The Coral Bride by Roxanne Bouchard tr. David Warriner #bookreview #TheCoralBride #Orentober

When an abandoned lobster trawler is found adrift off the coast of Quebec’s Gaspé Peninsula, DS Joaquin Moralès begins a straightforward search for the boat’s missing captain, Angel Roberts – a rare female in a male-dominated world.
But Moralès finds himself blocked at every turn – by his police colleagues, by fisheries bureaucrats, and by his grown-up son, who has turned up at his door with a host of his own personal problems.
When Angel’s body is finally discovered, it’s clear something very sinister is afoot, and Moralès and son are pulled into murky, dangerous waters, where old resentments run deep.
Exquisitely written, with Bouchard’s trademark lyrical prose,
The Coral Bride evokes the power of the sea on the communities who depend on it, the never-ending struggle between the generations, and an extraordinary mystery at the heart of both.


Hi and welcome to my review of The Coral Bride!

Having read The Coral Bride’s predecessor, We Were the Salt of the Sea, quite recently, I was thrilled to find The Coral Bride in my letterbox: I couldn’t wait to head back to Canada and look out to sea with Roxanne Bouchard again.

The moon is a liar, and the sea is a lure.

Quite. And so is The Coral Bride, luring me, seducing me with just one paragraph. With several books on the TBR calling my name I decided some tough love was in order: I’d pick up a few books, read the first paragraph, and whichever tickled me the most I would read.

I remember having to work for We Were the Salt of the Sea. I fell in love with it, no doubt about it, but it took me a little while. No such thing with The Coral Bride. I read that first paragraph and I was sucked in right away.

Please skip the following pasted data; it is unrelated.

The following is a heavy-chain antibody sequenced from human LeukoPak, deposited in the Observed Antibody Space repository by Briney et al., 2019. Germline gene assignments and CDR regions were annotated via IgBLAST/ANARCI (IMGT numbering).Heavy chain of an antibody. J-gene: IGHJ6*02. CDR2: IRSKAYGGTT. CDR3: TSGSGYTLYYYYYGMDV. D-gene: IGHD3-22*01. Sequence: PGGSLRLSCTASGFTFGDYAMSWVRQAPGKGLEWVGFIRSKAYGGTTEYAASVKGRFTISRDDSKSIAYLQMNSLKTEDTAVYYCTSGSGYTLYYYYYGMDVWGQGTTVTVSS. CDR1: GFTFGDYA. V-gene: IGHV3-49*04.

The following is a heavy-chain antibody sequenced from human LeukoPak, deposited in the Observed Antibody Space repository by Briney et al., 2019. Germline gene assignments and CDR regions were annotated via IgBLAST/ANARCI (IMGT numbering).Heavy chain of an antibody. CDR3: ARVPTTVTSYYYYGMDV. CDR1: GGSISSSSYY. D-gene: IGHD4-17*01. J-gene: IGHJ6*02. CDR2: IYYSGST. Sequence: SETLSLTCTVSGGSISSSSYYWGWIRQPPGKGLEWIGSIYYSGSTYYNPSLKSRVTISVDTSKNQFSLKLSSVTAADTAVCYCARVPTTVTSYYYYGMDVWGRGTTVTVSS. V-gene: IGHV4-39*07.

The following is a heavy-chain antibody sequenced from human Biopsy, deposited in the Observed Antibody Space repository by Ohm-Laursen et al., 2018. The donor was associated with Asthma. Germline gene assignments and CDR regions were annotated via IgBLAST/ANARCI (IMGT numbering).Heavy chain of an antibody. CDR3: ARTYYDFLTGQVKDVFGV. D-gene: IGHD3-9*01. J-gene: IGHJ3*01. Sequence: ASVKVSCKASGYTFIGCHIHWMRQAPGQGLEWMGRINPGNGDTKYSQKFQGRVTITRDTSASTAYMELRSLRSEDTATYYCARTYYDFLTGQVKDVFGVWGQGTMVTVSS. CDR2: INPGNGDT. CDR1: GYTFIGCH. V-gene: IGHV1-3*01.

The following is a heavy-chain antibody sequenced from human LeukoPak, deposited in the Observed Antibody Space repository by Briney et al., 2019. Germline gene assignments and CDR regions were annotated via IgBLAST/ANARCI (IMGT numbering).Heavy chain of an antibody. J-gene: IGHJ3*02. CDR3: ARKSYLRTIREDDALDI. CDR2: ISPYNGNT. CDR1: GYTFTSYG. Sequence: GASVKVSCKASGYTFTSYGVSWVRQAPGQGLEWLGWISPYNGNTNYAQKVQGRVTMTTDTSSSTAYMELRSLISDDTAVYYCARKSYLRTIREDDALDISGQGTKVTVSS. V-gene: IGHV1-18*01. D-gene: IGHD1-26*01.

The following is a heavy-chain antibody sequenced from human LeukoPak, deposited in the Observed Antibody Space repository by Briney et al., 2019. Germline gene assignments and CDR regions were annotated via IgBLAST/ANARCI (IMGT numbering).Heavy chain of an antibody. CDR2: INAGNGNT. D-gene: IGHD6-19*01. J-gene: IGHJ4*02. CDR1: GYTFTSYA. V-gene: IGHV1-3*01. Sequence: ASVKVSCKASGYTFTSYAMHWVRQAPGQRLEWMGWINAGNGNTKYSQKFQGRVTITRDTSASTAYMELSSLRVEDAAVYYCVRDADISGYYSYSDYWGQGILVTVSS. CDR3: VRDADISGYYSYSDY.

The Coral Bride brings back DS Joaquin Moralès, who is called out to a fishing town in the Gaspé Peninsula for a misper case that rapidly turns into a murder investigation. The victim, Angel Roberts, is the captain of a lobster trawler, a young woman who has had to fight for her spot in this men’s world. So once again, Bouchard’s main character is a strong woman who has fallen in love with the sea and to hell with men who mock her and tell her the ocean is no place for a woman.

The swell always consumes those who open their hearts to the ocean. 

Although I was intrigued by the question of what had happened to Angel, I was side-tracked by other story elements, notably Moralès’s private issues, among which his relationship with his son Sébastien who turns up out of the blue. We get to see a lot more of Moralès this time around and I really enjoyed my time in his company (although I was hungry half the time, the man can cook!) Like father, like son: the two Moralès men have more in common than they might think, and leave it to dear old Cyrille to point that out in the most lyrical of ways:

You sound like your father. You dream of the wide blue yonder, but you never take your eyes of the shore.

Ah yes the wide blue yonder. In a story about fishermen on a peninsula, the sea is never far away. A character in its own right, the sea dominates The Coral Bride in more ways than one.

Despite the murder investigation at the heart of The Coral Bride I will once again have to tell you that if you’re in the market for a cut and dried police procedural, you should look elsewhere. Although the investigatory part of the story kept me on my toes and surprised me with its outcome, in my opinion that is not the strength of this story. What enchanted me, once again, was Bouchard’s lyrical prose, what held me captive was the people and their love interests, the sea first and foremost. Orenda Books’ moto “Beautiful, readable, unforgettable” is 100% applicable to The Coral Bride.

The Coral Bride is available in eBook right now and will be out in paperback on 12 November.

Huge thanks to Orenda Books for the proof copy. All opinions are my own. Please note that the quotes were taken from the proof.

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